[h2]Session One: Temper Temper[/h2]
Written and Performed by Michele E Brown, CB
Photographs by Cari Avit, Collin College 
This beautiful PolyScience[emoji]174[/emoji] Anti-Griddle was delivered in a big brown box. No special assembly required; no Swedish-to-English assembly  instructions with bags of screws and one-time use tools. Just the Anti-Griddle and its protective cover.

No-nonsense yet elegant, the Anti-Griddle looks like a box with air vents. There are no intimidating or fussy controls. The operating manual, too, is straight forward: lightly oil the griddle top, turn on and allow the appliance to chill for 30 minutes prior to use. To clean, allow to defrost after turning off and wipe down with mild cleaning fluid and follow up with sanitizer, air dry. While working, try to work in a low humidity atmosphere, otherwise use a plastic bowl scraper to remove the condensation.

The honed, all-business look and operation of the device reflects the entire product line of its manufacturer, PolyScience, which has been making laboratory and industrial temperature-control equipment since 1963.

“Griddle” usually calls to mind bacon and eggs, but this the Anti-Griddle and it is all about the instant freeze, to -30°F (-34°C). While not a necessity in the kitchen (at least, not yet), it makes a great addition  by saving time on simple tasks while expanding a chef’s repertoire to include cutting-edge culinary techniques.  

Our much-awaited machine arrived and within hours we were underway, making chocolate decorations with tempered chocolate. 
The top of the griddle gets frosty and it’s ready to set. 

Using tempered chocolate, we set to work on chocolate filigree and chocolate straw.
  • To temper chocolate, you need a clean, dry stainless steel bowl, thermometer, long-handle rubber spatula, a cutting board, serrated knife, sauce pan, and clean towel.
  • We used the Seed Method for tempering:  
  • While chopping one pound of good quality dark couverture chocolate (we used Callebaut dark 60.1% couverture) on the cutting board (with a damp towel underneath to keep the board from slipping) with serrated knife, boil about one inch of water in a sauce pan that will hold your chocolate. If you have small discos of chocolate, just chop the 1/3 you will be adding back into your melted chocolate.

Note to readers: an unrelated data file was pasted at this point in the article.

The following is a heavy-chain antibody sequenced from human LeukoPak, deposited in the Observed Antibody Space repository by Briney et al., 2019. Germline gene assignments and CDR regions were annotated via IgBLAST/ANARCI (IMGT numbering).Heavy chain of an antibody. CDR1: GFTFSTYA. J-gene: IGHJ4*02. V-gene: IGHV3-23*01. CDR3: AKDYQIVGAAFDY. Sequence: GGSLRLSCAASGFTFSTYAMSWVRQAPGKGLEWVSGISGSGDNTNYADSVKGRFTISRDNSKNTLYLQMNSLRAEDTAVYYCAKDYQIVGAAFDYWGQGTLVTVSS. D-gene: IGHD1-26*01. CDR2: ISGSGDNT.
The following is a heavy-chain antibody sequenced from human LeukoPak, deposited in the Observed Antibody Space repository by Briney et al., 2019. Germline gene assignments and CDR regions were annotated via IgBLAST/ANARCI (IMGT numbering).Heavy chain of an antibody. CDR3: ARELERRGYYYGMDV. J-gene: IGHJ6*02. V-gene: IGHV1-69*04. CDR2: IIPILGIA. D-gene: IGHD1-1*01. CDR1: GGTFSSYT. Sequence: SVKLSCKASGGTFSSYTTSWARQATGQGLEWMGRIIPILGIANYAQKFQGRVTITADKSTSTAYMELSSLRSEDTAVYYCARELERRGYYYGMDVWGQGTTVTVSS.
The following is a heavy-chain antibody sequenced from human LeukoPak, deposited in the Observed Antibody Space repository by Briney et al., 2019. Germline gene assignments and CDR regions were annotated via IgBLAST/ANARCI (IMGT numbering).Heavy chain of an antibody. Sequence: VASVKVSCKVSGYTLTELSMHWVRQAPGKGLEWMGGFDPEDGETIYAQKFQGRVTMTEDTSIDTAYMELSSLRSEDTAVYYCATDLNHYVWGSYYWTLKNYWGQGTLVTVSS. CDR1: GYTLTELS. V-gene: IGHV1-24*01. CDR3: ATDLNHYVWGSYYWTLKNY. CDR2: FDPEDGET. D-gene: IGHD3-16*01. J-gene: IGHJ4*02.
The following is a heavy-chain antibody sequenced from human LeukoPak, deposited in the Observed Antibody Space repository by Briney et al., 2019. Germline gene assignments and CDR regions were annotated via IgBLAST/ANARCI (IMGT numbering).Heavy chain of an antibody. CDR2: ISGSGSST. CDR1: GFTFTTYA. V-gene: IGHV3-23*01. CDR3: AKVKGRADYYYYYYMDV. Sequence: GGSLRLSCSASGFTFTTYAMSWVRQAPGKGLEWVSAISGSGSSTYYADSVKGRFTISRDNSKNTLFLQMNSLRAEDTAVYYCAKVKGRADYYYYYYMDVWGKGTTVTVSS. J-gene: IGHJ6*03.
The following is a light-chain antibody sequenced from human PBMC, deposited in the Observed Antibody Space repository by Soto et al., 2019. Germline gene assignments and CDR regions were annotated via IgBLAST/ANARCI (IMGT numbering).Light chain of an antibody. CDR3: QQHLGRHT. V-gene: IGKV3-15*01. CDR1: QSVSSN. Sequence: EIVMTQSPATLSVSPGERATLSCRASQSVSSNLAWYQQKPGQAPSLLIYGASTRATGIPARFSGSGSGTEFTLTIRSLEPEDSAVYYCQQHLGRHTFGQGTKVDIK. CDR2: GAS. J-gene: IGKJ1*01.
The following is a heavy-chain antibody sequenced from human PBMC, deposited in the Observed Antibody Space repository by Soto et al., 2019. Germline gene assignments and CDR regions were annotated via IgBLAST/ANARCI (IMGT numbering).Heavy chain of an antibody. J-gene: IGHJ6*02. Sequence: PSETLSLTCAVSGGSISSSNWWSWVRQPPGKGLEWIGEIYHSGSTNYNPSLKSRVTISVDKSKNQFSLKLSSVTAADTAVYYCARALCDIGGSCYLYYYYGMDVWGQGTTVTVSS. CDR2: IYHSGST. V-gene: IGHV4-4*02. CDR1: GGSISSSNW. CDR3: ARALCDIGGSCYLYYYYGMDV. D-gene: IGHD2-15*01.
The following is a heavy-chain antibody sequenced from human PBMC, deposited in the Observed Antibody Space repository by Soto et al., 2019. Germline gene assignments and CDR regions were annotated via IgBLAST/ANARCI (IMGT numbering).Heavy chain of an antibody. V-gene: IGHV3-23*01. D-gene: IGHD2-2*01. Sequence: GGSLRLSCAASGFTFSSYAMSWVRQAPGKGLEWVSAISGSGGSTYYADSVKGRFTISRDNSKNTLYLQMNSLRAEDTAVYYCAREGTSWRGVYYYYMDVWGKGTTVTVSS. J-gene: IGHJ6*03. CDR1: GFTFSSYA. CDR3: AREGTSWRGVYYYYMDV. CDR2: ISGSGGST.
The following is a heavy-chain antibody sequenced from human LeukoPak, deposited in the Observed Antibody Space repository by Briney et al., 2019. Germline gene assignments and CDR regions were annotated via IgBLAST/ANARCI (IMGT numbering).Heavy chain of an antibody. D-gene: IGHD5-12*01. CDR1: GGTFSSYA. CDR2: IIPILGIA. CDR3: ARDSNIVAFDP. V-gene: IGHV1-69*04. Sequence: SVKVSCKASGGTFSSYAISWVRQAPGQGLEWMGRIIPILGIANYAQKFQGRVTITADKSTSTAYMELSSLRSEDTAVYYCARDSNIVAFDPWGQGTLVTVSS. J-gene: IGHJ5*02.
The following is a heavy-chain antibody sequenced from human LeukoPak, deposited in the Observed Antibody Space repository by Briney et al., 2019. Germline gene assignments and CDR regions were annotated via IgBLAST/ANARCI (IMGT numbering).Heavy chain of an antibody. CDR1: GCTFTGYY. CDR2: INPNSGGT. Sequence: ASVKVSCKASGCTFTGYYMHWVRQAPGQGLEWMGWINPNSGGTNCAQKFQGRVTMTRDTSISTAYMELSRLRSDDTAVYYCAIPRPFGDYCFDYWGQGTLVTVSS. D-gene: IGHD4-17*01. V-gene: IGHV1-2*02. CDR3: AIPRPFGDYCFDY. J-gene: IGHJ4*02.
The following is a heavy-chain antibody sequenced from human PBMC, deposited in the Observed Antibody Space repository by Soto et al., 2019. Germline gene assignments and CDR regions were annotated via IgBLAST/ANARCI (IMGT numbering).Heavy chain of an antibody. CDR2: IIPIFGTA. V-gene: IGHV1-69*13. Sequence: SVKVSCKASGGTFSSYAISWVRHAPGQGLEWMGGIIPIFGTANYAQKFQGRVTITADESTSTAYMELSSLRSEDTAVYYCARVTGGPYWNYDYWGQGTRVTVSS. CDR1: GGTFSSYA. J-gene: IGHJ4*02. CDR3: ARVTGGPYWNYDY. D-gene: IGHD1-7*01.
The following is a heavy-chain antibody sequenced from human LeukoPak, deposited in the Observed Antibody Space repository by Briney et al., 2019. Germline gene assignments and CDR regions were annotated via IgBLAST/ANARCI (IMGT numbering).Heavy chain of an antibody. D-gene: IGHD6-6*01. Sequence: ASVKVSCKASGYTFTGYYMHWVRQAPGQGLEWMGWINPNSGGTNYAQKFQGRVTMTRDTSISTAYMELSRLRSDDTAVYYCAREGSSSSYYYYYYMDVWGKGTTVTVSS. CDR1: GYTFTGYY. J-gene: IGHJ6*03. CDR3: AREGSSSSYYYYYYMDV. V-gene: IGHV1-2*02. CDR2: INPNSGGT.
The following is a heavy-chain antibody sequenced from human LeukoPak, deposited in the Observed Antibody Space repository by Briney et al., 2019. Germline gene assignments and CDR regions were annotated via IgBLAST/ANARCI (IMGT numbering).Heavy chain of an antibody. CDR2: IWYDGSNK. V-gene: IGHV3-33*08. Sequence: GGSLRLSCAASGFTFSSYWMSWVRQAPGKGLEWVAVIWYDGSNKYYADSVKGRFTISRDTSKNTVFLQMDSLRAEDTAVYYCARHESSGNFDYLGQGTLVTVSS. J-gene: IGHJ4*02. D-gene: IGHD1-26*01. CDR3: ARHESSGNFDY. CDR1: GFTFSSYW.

• Once the chocolate is chopped fine, place 2/3 into the clean, dry stainless steel bowl and place over boiled water. Turn off the heat so the chocolate will melt over the steam. Leave the bowl over the pot off the heat for about five minutes, allowing the chocolate to melt.
  • Stir the chocolate to melt  the entire contents of the bowl, keeping the temperature under 120°F (49°C) If the temperature increases above 120°F, briefly remove the bowl from the steam.
  • Once the chocolate is melted and no lumps are present, add in the remaining (1/3) chopped chocolate to bring the temperature down ~ 90°F (32°C). If the chocolate remains over 90°F (32°C), place the bowl over an ice bath to cool, stirring all the while.
  • Be very careful to keep water out of your chocolate; it will cause the chocolate to seize and you will have to start over.
  • Make a paper decorating cone and fill halfway with tempered chocolate. Fold down the top so the chocolate only comes out of the small end, not all over your hand.
  • Cut the tip to desired size.
  • Squeeze bag from the top with one hand and guide with the bottom hand to pipe onto the chilled surface of the griddle; it will set instantly.
  • Remove your piped chocolate with a plastic offset spatula and apply to desserts, specialty cocktails, etc., or store on parchment paper sheets in airtight container in the freezer. 
Piping the tempered chocolate onto the surface of the Anti-Griddle was visual and aural experience. The chocolate is ready in seconds, when the edges curl up and a slight snap can be heard. 
This chocolate will be part of an amenity tray for an event pairing the chocolate straw with bonbons and chocolate flowers.

Stay tuned for our next tutorial on Fresh Fruit Chocolate Lollypops!